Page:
ICRISAT and the policy environment on biosafety in Africa

Icrisat has been using conventional breeding methods as well as modern biotechnology to solve problems constraining production of its mandate crops. Modern technology has been applied to groundnuts to incorporate resistance to the Indian peanut clump virus, an Asian disease and to the groundnut rosette disease, predominantly in Sub-Saharan Africa. Research on this is at an advanced stage and the transgenic plants are ready for field evaluations.

Icrisat's guidelines regarding genetically modified crops require working in countries that have developed biosafety legislation or guidelines. Plant varieties genetically engineered by Icrisat are developed in collaboration with national agricultural research partners and formal permission from governments of host countries is sought before transferring the GM crops. It is therefore evident that the policy environment regarding genetically modified crops in partner countries impacts greatly on the ability of Icrisat to transform its technologies developed by genetic transformation into tangible goods benefiting end users.

Besides establishing national policies, rules and regulations on biosafety, countries are also collaborating in regional fora to develop and harmonize policies relating to agricultural research. Some examples are ASARECA and SADC which recently launched the SADC Advisory Committee on Biotechnology and Biosafety to develop and harmonize legislation on biotechnology and biosafety. These regional initiatives are likely to impact on the national policy and regulatory environments of individual countries.

This study proposes to explore in depth the biosafety policy environment in Kenya, Malawi and South Africa. The three countries are at different levels in terms of biosafety policy development and it is expected that they will provide an indication of the status of biosafety policy at the different levels. The study will identify and analyze the prevailing policy and regulatory regimes in the named countries by examining inter alia, policy documents, legal instruments and institutions from which they arise. What is the national policy on biotechnology? Are there any policy gaps? What is the legal framework? What is the status of biosafety regulation? Regional initiatives namely ASARECA and SADC will be examined in as far as they impact on the national biosafety policies of their member states. How does the approval of testing and deployment of a transgenic crop in one country affect testing and deployment of the same transgenic crop in another country in the same regional forum? What is the effect of regional collaboration on national biotechnology and biosafety policies?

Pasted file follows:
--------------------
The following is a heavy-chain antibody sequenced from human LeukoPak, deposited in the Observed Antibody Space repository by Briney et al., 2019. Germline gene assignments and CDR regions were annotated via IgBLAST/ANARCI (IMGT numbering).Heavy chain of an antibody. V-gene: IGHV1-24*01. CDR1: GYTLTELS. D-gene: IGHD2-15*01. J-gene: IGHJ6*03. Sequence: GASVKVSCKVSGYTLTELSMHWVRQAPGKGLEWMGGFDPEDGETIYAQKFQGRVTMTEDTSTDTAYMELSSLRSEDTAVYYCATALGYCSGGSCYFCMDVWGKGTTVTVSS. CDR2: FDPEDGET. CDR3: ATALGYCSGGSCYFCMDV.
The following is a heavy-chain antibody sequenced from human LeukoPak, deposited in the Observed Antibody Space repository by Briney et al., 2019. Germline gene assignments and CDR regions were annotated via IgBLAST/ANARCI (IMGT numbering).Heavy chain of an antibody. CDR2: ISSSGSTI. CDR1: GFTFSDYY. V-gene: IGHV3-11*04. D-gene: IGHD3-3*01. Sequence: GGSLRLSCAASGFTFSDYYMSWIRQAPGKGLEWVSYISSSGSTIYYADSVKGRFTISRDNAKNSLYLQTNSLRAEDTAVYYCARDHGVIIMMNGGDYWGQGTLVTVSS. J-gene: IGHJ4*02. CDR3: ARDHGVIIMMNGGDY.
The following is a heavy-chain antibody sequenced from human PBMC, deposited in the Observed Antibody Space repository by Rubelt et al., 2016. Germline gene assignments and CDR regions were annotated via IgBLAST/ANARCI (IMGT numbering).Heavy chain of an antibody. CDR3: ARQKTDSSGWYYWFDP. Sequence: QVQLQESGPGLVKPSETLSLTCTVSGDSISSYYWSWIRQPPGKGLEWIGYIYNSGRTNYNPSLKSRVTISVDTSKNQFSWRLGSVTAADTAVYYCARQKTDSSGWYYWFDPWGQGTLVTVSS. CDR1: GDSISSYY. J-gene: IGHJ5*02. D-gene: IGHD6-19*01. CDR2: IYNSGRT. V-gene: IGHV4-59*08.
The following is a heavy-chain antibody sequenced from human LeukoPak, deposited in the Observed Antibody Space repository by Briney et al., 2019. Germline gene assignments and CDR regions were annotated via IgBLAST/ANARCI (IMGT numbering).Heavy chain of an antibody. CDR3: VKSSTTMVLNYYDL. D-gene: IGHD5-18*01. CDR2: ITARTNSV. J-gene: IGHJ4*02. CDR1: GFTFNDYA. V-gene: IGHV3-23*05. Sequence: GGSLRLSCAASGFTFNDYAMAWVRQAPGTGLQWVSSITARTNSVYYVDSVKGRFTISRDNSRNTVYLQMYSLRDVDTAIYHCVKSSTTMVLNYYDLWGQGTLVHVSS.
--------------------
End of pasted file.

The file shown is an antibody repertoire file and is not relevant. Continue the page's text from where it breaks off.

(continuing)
The study also proposes to assess capacity elements in the three countries and the ability of the national systems to assimilate knowledge and integrate it into the system. What are the institutional arrangements for implementation of the policy and regulations? Are there trained personnel? Are there containment facilities or plans to acquire such? What are the risk assessment and management systems?

By their very nature, transgenic crops involve creation of new inventions which may be subject to intellectual property protection. It is therefore important to understand the intellectual property component of developed technologies in order to be aware of the IPR implications. This study will examine intellectual property aspects relating to transgenic rosette resistant groundnut. IP on Bt in pigeon pea and soyabean trypsin inhibitor which are currently under development will also be examined to determine issues such as origin and ownership of technologies.

ICRISAT together with sister centers that belong to the Consultative Group on International Agricultural Research has a strict policy of not deploying transgenic crops without the express approval of national governments, and then only if there is an established regulatory framework that is seen to be effective. ICRISAR is seeking assistance and input in collecting the necessary information on the subject in South Africa and in the region. Please send any policy documents, legal instruments, reports and reviews related to biosafety, lists of contact people and organizations or any other information Lois Muraguri at l.muraguri@cgiar.org

 

June 2003